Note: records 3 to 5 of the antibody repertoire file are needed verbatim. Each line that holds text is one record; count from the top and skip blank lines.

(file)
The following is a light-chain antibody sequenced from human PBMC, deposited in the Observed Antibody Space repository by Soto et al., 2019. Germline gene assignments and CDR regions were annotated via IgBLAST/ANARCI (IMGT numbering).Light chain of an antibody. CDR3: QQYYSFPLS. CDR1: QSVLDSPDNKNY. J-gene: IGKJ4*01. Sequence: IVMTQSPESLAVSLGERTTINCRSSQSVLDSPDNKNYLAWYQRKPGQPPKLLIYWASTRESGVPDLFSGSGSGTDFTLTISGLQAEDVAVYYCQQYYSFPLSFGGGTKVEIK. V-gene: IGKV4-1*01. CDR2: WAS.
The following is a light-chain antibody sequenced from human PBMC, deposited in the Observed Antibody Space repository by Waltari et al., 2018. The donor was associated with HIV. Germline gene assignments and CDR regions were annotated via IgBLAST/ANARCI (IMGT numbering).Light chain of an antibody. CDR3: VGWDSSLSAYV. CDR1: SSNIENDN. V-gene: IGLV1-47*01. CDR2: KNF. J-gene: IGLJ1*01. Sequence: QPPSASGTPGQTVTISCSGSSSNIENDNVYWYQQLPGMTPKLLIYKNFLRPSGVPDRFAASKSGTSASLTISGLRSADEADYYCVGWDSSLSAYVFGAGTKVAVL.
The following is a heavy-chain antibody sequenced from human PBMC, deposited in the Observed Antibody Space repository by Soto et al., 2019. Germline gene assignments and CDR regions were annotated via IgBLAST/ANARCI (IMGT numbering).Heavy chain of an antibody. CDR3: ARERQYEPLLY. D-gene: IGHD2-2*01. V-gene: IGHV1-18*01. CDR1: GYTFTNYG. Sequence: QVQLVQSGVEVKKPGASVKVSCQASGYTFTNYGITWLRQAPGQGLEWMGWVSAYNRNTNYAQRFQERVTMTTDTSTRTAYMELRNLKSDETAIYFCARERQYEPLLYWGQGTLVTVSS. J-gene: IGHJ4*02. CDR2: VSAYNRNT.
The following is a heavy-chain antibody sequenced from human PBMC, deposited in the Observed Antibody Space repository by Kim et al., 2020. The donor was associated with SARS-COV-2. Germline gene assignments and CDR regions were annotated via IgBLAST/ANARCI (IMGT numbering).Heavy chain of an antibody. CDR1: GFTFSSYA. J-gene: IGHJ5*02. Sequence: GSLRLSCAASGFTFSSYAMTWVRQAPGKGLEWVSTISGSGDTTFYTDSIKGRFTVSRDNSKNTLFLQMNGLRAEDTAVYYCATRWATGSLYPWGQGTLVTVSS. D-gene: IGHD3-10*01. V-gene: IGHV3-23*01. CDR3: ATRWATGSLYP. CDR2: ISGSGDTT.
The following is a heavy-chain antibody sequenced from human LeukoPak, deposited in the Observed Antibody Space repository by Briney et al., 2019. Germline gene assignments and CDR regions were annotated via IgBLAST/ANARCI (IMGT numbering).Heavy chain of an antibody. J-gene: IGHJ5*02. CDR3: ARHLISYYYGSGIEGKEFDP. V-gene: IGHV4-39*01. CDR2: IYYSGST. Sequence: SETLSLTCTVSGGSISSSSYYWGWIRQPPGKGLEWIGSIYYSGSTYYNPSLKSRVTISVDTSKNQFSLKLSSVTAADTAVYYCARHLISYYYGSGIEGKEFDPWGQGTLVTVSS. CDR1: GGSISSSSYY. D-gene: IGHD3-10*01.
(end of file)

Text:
The following is a heavy-chain antibody sequenced from human PBMC, deposited in the Observed Antibody Space repository by Soto et al., 2019. Germline gene assignments and CDR regions were annotated via IgBLAST/ANARCI (IMGT numbering).Heavy chain of an antibody. CDR3: ARERQYEPLLY. D-gene: IGHD2-2*01. V-gene: IGHV1-18*01. CDR1: GYTFTNYG. Sequence: QVQLVQSGVEVKKPGASVKVSCQASGYTFTNYGITWLRQAPGQGLEWMGWVSAYNRNTNYAQRFQERVTMTTDTSTRTAYMELRNLKSDETAIYFCARERQYEPLLYWGQGTLVTVSS. J-gene: IGHJ4*02. CDR2: VSAYNRNT.
The following is a heavy-chain antibody sequenced from human PBMC, deposited in the Observed Antibody Space repository by Kim et al., 2020. The donor was associated with SARS-COV-2. Germline gene assignments and CDR regions were annotated via IgBLAST/ANARCI (IMGT numbering).Heavy chain of an antibody. CDR1: GFTFSSYA. J-gene: IGHJ5*02. Sequence: GSLRLSCAASGFTFSSYAMTWVRQAPGKGLEWVSTISGSGDTTFYTDSIKGRFTVSRDNSKNTLFLQMNGLRAEDTAVYYCATRWATGSLYPWGQGTLVTVSS. D-gene: IGHD3-10*01. V-gene: IGHV3-23*01. CDR3: ATRWATGSLYP. CDR2: ISGSGDTT.
The following is a heavy-chain antibody sequenced from human LeukoPak, deposited in the Observed Antibody Space repository by Briney et al., 2019. Germline gene assignments and CDR regions were annotated via IgBLAST/ANARCI (IMGT numbering).Heavy chain of an antibody. J-gene: IGHJ5*02. CDR3: ARHLISYYYGSGIEGKEFDP. V-gene: IGHV4-39*01. CDR2: IYYSGST. Sequence: SETLSLTCTVSGGSISSSSYYWGWIRQPPGKGLEWIGSIYYSGSTYYNPSLKSRVTISVDTSKNQFSLKLSSVTAADTAVYYCARHLISYYYGSGIEGKEFDPWGQGTLVTVSS. CDR1: GGSISSSSYY. D-gene: IGHD3-10*01.